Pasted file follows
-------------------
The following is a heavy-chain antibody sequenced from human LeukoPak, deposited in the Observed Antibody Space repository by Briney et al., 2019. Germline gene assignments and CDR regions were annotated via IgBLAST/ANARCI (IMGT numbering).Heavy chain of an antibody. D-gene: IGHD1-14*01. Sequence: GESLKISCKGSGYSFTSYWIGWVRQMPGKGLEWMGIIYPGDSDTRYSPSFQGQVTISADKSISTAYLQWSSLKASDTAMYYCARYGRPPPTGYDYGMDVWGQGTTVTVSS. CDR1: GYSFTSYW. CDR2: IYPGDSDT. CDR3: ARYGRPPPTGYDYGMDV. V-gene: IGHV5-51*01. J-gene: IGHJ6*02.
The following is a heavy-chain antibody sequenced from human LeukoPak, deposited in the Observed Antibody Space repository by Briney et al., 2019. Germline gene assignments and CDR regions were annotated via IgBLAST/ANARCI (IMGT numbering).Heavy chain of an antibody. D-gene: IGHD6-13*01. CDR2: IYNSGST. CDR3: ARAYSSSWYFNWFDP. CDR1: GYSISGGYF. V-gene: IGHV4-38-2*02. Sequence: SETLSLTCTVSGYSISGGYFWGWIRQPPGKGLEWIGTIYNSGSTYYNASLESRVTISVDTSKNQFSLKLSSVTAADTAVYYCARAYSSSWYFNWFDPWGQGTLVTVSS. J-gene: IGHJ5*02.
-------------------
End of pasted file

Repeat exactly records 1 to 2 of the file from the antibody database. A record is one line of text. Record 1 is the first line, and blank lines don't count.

The following is a heavy-chain antibody sequenced from human LeukoPak, deposited in the Observed Antibody Space repository by Briney et al., 2019. Germline gene assignments and CDR regions were annotated via IgBLAST/ANARCI (IMGT numbering).Heavy chain of an antibody. D-gene: IGHD1-14*01. Sequence: GESLKISCKGSGYSFTSYWIGWVRQMPGKGLEWMGIIYPGDSDTRYSPSFQGQVTISADKSISTAYLQWSSLKASDTAMYYCARYGRPPPTGYDYGMDVWGQGTTVTVSS. CDR1: GYSFTSYW. CDR2: IYPGDSDT. CDR3: ARYGRPPPTGYDYGMDV. V-gene: IGHV5-51*01. J-gene: IGHJ6*02.
The following is a heavy-chain antibody sequenced from human LeukoPak, deposited in the Observed Antibody Space repository by Briney et al., 2019. Germline gene assignments and CDR regions were annotated via IgBLAST/ANARCI (IMGT numbering).Heavy chain of an antibody. D-gene: IGHD6-13*01. CDR2: IYNSGST. CDR3: ARAYSSSWYFNWFDP. CDR1: GYSISGGYF. V-gene: IGHV4-38-2*02. Sequence: SETLSLTCTVSGYSISGGYFWGWIRQPPGKGLEWIGTIYNSGSTYYNASLESRVTISVDTSKNQFSLKLSSVTAADTAVYYCARAYSSSWYFNWFDPWGQGTLVTVSS. J-gene: IGHJ5*02.